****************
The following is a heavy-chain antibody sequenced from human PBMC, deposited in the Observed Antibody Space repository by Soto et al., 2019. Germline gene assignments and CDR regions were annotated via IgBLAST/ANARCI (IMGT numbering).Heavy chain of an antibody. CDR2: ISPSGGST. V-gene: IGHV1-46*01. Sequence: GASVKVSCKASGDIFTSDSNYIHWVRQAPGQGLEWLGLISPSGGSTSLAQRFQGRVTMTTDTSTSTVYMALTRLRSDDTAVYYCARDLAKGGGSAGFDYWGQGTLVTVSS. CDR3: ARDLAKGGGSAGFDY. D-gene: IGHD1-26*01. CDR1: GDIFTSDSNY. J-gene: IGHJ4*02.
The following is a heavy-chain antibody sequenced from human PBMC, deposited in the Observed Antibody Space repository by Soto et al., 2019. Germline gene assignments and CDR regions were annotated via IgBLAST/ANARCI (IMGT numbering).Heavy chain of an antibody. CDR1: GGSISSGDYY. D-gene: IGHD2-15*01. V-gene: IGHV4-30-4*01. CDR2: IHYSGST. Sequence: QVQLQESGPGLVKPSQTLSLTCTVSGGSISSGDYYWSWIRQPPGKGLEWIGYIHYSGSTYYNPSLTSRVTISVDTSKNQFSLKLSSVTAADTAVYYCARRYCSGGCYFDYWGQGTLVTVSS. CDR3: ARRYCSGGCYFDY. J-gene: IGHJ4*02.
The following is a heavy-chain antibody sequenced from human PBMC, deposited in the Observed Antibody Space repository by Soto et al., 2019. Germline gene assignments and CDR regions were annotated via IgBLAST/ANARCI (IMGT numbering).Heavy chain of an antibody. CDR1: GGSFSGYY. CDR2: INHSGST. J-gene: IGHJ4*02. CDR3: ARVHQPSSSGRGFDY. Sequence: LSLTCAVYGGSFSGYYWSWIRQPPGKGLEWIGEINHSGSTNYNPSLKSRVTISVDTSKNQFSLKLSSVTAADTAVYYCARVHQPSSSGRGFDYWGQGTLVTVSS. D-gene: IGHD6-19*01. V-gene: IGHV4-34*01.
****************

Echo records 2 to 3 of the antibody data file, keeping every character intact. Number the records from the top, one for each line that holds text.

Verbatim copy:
The following is a heavy-chain antibody sequenced from human PBMC, deposited in the Observed Antibody Space repository by Soto et al., 2019. Germline gene assignments and CDR regions were annotated via IgBLAST/ANARCI (IMGT numbering).Heavy chain of an antibody. CDR1: GGSISSGDYY. D-gene: IGHD2-15*01. V-gene: IGHV4-30-4*01. CDR2: IHYSGST. Sequence: QVQLQESGPGLVKPSQTLSLTCTVSGGSISSGDYYWSWIRQPPGKGLEWIGYIHYSGSTYYNPSLTSRVTISVDTSKNQFSLKLSSVTAADTAVYYCARRYCSGGCYFDYWGQGTLVTVSS. CDR3: ARRYCSGGCYFDY. J-gene: IGHJ4*02.
The following is a heavy-chain antibody sequenced from human PBMC, deposited in the Observed Antibody Space repository by Soto et al., 2019. Germline gene assignments and CDR regions were annotated via IgBLAST/ANARCI (IMGT numbering).Heavy chain of an antibody. CDR1: GGSFSGYY. CDR2: INHSGST. J-gene: IGHJ4*02. CDR3: ARVHQPSSSGRGFDY. Sequence: LSLTCAVYGGSFSGYYWSWIRQPPGKGLEWIGEINHSGSTNYNPSLKSRVTISVDTSKNQFSLKLSSVTAADTAVYYCARVHQPSSSGRGFDYWGQGTLVTVSS. D-gene: IGHD6-19*01. V-gene: IGHV4-34*01.